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Sevens World Cup preview

 Jun 27,2013
Written by: SARugby.com Editor
 

It's World Cup time on the Sevens circuit, with 24 teams out to emulate the surprise success achieved by Wales last time out, but it's hard to look past World Series winners New Zealand.

Consistency was the name of the game as the men in black claimed yet more overall success, and that will be what is required to do the business in Russia.

While the Sevens World Series allows teams the opportunity to make up for any errors in future rounds, a single slip up at the World Cup could prove costly - just ask New Zealand, South Africa, England and Fiji who all suffered shock defeats in the quarter-finals of the 2009 edition. While the likes of South Africa and England won individual rounds of the World Series, they also suffered a few poor loses which they can't afford this time out.

The Pools:

Pool A: Australia, France, Spain, Tunisia

In what is a strong squad on paper, Australia include three players who have lined up against the Lions in recent weeks. Waratahs pair Bernard Foley and Matt Lucas both return for Michael O'Connor's side alongside Queensland Reds flyer Luke Morahan. The trio join a squad also boosted by the return of forwards Ed Jenkins, Sean McMahon and Jesse Parahi and wing Shannon Walker. France hand a debut to Test full-back Jean-Marcellin Buttin in an otherwise settled squad. Tunisia have three of the eight players across the 24 teams set to contest a third Rugby World Cup Sevens, while all of Spain's players play in their first.

Pool B: South Africa, Scotland, Russia, Japan

Kyle Brown returns from injury to lead an impressive looking South African squad. Cheslin Kolbe and Seabelo Senatla have flown in from France after their World junior exploits and key men from the past return in Ryno Benjamin, Sampie Mastriet and Sibusiso Sithole. For the Scots, Colin Gregor and Andrew Turnbull line up in their third Sevens World Cup. Vasily Artemyev and Vladimir Ostroushko spearhead the hosts' charge and Shuetsu Narita and Lote Tuqiri are the danger men for Japan.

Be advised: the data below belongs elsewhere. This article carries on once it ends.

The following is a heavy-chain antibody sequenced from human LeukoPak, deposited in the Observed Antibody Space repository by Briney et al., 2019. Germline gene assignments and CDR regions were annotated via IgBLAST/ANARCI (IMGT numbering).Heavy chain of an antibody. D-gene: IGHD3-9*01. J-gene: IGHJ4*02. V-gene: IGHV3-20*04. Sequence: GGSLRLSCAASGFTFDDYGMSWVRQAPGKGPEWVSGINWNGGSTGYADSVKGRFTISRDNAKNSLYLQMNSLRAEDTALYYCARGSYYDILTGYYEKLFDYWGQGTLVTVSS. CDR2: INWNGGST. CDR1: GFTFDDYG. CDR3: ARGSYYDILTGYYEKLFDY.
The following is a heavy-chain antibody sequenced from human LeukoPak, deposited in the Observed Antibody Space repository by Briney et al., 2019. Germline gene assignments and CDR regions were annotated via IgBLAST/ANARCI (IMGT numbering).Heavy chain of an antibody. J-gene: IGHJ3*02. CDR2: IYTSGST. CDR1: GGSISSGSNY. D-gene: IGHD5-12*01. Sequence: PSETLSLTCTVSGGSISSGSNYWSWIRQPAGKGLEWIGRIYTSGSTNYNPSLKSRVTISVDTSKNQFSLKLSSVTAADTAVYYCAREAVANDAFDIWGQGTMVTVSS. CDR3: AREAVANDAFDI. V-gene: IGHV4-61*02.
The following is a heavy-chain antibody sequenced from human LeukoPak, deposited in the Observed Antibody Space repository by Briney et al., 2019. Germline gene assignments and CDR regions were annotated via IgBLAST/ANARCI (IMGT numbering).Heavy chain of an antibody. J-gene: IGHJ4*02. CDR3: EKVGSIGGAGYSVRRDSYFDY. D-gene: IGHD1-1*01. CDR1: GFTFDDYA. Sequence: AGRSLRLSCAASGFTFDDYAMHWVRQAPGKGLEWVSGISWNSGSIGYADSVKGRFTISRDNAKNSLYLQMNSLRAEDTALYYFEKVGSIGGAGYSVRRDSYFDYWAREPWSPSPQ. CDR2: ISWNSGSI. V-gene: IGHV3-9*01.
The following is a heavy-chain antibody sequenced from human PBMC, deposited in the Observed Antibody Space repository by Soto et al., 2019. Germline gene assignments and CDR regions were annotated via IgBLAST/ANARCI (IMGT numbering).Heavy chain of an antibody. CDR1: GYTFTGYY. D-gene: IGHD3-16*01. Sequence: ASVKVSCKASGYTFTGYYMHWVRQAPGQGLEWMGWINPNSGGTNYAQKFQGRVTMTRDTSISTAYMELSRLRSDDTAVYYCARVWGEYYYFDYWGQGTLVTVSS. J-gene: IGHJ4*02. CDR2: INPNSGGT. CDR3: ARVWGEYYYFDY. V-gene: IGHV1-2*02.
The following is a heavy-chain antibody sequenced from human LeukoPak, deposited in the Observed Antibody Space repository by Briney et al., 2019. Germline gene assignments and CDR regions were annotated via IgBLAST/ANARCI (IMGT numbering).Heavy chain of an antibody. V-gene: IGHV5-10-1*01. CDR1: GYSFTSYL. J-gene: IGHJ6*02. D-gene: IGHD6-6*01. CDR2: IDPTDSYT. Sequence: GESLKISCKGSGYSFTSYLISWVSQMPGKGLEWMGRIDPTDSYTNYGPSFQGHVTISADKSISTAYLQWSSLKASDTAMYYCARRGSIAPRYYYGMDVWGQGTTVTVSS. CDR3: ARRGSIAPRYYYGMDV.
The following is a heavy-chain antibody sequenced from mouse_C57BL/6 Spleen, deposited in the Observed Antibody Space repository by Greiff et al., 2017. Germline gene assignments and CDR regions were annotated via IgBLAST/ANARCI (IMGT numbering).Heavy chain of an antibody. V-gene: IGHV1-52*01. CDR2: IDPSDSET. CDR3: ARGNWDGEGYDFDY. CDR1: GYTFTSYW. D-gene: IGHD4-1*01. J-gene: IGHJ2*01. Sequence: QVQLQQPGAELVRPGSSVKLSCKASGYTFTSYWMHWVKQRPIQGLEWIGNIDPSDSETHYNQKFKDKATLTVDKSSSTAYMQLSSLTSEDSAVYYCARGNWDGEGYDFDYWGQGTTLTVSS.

Pool C: Samoa, Kenya, Zimbabwe, Philippines

Manu Samoa head coach Stephen Betham is back in the Sevens fold as interim coach and with limited time to prepare he has drafted Uale Mai, Lolo Lui and Alafoti Faosiliva back into a powerful side that also includes Paul Perez and Ken Pisi. Kenya may miss the injured Dennis Ombachi but Andrew Amonde captains a squad featuring brothers Humphrey Kayange and Collins Injera as well as the recalled Lavin Asego. Skipper Jacques Leitao is one of six Zimbabwe players with World Cup experience, while the Philippines are taking part for the very first time.

Pool D: New Zealand, United States, Canada, Georgia

Captain DJ Forbes returns for New Zealand alongside aerial specialist Sam Dickson and powerful wings Bryce Heem, Waisake Naholo and David Raikuna. Forbes, Lote Raikabula and Tomasi Cama are the only players with prior World Cup experience. The USA and Canada both name settled looking sides, with Nathan Hirayama taking over the Canucks captaincy for the World Cup. Georgia go with four players who played four years ago in Dubai. 

Pool E: Fiji, Wales, Tonga, Uruguay

Fijian boss Alifereti Dere has named his strongest squad of the season with Alipate Ratini returning for the first time since inspiring victory on the Gold Coast at the start of the season. Levani Botia captains a team also featuring the recalled Waisea Nayacalevu, Wotisoni Votu, Vereniki Goneva and Metuisela Talebula. Defending champions Wales have only one player, Lee Williiams, from that famous Cup win four years ago but Adam Thomas leads a strong team featuring fit-again flyers Alex Webber and Chris Knight. Saia Palei is Tonga's only player with World Cup experience while Uruguay have two in Juan Martin Llovet and Santiago Gibernau.